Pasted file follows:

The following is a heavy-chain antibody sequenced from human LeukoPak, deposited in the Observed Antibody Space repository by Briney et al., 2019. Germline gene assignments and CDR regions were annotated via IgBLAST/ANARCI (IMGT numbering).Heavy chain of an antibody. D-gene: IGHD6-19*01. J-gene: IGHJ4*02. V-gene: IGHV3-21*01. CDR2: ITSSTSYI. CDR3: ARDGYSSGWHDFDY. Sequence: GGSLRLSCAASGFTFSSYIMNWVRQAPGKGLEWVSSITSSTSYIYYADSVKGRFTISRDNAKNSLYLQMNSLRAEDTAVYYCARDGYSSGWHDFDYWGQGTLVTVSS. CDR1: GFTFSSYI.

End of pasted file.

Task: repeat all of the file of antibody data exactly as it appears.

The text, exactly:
The following is a heavy-chain antibody sequenced from human LeukoPak, deposited in the Observed Antibody Space repository by Briney et al., 2019. Germline gene assignments and CDR regions were annotated via IgBLAST/ANARCI (IMGT numbering).Heavy chain of an antibody. D-gene: IGHD6-19*01. J-gene: IGHJ4*02. V-gene: IGHV3-21*01. CDR2: ITSSTSYI. CDR3: ARDGYSSGWHDFDY. Sequence: GGSLRLSCAASGFTFSSYIMNWVRQAPGKGLEWVSSITSSTSYIYYADSVKGRFTISRDNAKNSLYLQMNSLRAEDTAVYYCARDGYSSGWHDFDYWGQGTLVTVSS. CDR1: GFTFSSYI.